Year after year, the former Barneys flagship site sits vacant. Why doesn’t Ashkenazy sell?

Investor says he is banking on a $1 billion deal for 660 Madison Ave

Ben Ashkenazy’s 660 Madison Ave Remains Vacant. Why?
Ben Ashkenazy and 660 Madison Avenue (Getty, Google Maps)

If you’re wondering why Ben Ashkenazy’s 660 Madison Avenue, site of the former Barneys New York flagship, remains vacant, you’re not alone. Apparently Ashkenazy’s co-investors in the property have wondered the same thing.

The billionaire head of Ashkenazy Acquisition addressed the issue in a rare public interview at The Real Deal’s New York Forum in May, but his comments, some of which appeared in a TRD story the next day, stayed under the radar.

I was in the audience that day and jotted some quotes down to supplement those reported by Elizabeth Cryan.

“Barneys is the best piece of real estate on Madison Avenue,” Ashkenazy said. “I’ve chosen to keep it vacant for a reason, because one big retailer is going to buy it.”

Perhaps that will work out in the end, but for now, it means Ashkenazy’s co-owners at 660 Madison have been getting virtually no return from a building worth hundreds of millions of dollars.

Meanwhile, Jeff Sutton has in the past seven months sold retail space at 715-717 Fifth Avenue to Kering for $963 million and 720 and 724 Fifth Avenue to Prada’s parent for a combined $835 million.

When Ashkenazy referred to his investors’ queries about the property, I got the sense that some were getting antsy. Carving the site up into smaller retail spaces and offices would make it available to a larger pool of buyers and tenants. But Ashkenazy told them that would be a bad idea.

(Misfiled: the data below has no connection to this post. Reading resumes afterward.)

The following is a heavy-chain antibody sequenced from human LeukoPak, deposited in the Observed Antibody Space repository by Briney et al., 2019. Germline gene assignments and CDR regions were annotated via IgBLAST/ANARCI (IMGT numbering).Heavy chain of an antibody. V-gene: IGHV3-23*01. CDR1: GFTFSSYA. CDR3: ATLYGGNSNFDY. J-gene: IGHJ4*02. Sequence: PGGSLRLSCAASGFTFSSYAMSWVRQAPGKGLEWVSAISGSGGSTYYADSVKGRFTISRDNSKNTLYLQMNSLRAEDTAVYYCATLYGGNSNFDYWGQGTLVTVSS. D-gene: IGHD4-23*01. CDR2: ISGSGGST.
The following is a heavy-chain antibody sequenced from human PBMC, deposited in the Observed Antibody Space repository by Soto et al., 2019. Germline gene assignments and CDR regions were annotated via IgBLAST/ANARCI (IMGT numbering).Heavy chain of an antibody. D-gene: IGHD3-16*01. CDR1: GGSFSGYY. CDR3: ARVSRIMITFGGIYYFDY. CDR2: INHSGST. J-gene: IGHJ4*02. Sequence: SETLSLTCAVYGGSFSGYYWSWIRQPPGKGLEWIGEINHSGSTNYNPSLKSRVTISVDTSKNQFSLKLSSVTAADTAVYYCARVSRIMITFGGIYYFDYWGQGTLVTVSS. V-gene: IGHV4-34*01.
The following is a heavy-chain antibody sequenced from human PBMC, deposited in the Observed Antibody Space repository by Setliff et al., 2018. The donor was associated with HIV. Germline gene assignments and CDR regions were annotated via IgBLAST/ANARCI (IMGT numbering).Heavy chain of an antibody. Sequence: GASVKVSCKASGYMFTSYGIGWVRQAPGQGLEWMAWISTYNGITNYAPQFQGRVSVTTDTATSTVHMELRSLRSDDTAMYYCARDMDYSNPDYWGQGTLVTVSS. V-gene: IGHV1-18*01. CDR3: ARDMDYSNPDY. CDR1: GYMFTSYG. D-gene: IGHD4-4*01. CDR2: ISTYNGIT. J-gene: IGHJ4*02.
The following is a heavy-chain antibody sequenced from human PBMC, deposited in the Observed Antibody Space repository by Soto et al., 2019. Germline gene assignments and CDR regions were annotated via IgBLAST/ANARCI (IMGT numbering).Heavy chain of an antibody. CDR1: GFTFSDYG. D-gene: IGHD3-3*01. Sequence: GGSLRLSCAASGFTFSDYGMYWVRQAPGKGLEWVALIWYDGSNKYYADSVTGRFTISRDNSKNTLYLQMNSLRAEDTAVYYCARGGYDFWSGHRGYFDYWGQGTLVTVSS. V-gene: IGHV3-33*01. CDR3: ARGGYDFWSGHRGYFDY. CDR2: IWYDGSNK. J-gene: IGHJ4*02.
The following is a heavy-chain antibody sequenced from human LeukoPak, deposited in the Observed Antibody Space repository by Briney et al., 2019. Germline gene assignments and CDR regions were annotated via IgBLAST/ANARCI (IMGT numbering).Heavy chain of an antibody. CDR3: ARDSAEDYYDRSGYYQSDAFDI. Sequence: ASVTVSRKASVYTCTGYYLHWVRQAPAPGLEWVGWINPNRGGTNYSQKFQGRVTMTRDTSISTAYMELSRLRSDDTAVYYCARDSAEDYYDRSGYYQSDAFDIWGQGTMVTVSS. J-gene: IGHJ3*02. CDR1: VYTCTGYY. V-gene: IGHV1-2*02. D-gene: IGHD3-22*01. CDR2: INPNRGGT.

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“I said, ‘Guys, sit tight. We don’t need to do anything. One guy is going to buy the whole property and he’s going to pay $1 billion for it.’”

Way back in 2001, Ashkenazy paid $135 million for the 10-story retail portion of the 22-story, 275,000-square-foot building. Barneys closed its doors in 2020, a year after filing for bankruptcy as Ashkenazy doubled its rent to $30 million a year. Other than a Louis Vuitton pop-up exhibit in late 2022, not much has happened at 660 Madison since.

Ashkenazy, though, said big brands covet such spaces.

“Right, now there’s a surge of them trying to compete with one another by trying to control their own destiny by controlling their own store and they’re fighting amongst themselves for the best corners,” Ashkenazy said at our event. “That corner’s extremely important.”

One post reported that luxury-brand conglomerate LVMH thought about acquiring 660 Madison for its first Manhattan Cheval Blanc, but decided the hotel wouldn’t have enough rooms with views of Central Park. Rumors then surfaced that Chanel informally offered $1 billion, contingent on some Upper East Side deals. Nothing came of that either.

Ashkenazy might eventually be proven right, and we tend to give the benefit of the doubt to people who have made a fortune in real estate, as Ashkenazy has. But even billionaires are occasionally wrong, and some of Ashkenazy’s investments have certainly run into trouble lately.

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